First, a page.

Davies' third recording for Shanachie is laced with catchy numbers rooted in the blues and heavy in roadhouse rock'n blues. Produced by Duke Robillard, the 50 minute disc contains all original material written by either Debbie or her band members. Her respect and admiration for Robillard comes across in the music and is stated clearly in her liner notes. Unlike the previous release, on this effort Debbie records with her own band. Don Castagno (drums) and Alan Hager (bass) provide vital support and prove to be excellent songwriters. Together the 3 deliver plenty of Texas feeling fueled strongly from 1999's 'Tales From The Austin Motel'. In a recent press release Debbie is quoted, 'it really meant a lot to me to have the band do this project … it really made this the most satisfying recording experience I've ever had.' Once again, Davies easily handles lead/rhythm guitars and lead vocals.
The title track is a lazy rocker with the amazing keyboard work of guest, Bruce Katz. The mix of his 88s is kept in the background and complements the prominent rhythm of the guitar. "Can't Live Like This No More" features Debbie's smooth overdubbed vocal harmonies and lead break work reminiscent of Stevie Ray and former mentor Albert Collins. The highlight of the CD for fans of instrumental guitar slinging tunes is "Fired Up." Here, guests Coco Montoya and Duke Robillard, join forces with Davies by trading 4s with each other as if they were playing at the post Handy Awards jam. On most songs, her sassy voice works but on "Down In The Trenches," she is a more confidant guitar player. Here she lays down some sweet sounding guitar without blazing at full gun. "Worst Kinda Man" is a roadhouse stomp featuring the forceful slide work of Jay Geils. The tune is written from a woman's perspective with lyrics like: 'the worst kinda man show you the very best time'.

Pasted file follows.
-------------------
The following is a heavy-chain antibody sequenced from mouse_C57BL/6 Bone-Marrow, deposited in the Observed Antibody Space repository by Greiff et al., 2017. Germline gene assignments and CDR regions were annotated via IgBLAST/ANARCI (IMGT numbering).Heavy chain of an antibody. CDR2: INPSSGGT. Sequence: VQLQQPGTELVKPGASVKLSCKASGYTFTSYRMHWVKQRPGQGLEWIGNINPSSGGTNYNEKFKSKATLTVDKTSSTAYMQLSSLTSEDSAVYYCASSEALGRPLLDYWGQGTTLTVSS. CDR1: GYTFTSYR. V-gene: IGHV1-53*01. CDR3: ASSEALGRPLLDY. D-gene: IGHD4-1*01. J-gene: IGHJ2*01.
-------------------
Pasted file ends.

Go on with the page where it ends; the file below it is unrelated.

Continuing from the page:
With heavy and prominent chording, Davies emulates Jimmy Thackery and the Drivers on "Can't Find The Blues." The driving melody is far from being blues and thus matches the title closely. The addition of baritone and tenor saxes, courtesy of Doug James and 'Sax' Gordon Beadle, adds to the power on "I'm Just Your Fool." Sometimes the rhythm of the song complements her voice and sometimes its vice versa as on this one. Here Debbie belts out the lyrics with sweet emotion and extreme conviction while playing lead so intensely you might be fooled into thinking its one of her guests. One can't resist at drawing comparisons to the guitar tone of SRV yet she has a sound that is all her own. A touch of New Orleans jazz is thrown into the playful, "Funky Little Teapot" while "Grow Up, Grow Old" preaches the benefits of remaining young at heart.
The tunes may be short in duration (average length 3:30) but they sure grab one's attention. If Davies performs these songs live with the same irresistible infectious rhythm as on this CD, fans will be lining up to get a copy. If you still think that a woman can't play the blues then check this one out.
For CDs and information, visit www.shanachie.com, www.debbiedavies.com or contact Karen Leipziger/KL Productions (615) 297-4452 firstname.lastname@example.org
This review is copyright © 2001 by Tim Holek, and Blues On Stage, all rights reserved. Copy, duplication or download prohibited without written permission. For permission to use this review please send an E-mail to Ray Stiles.
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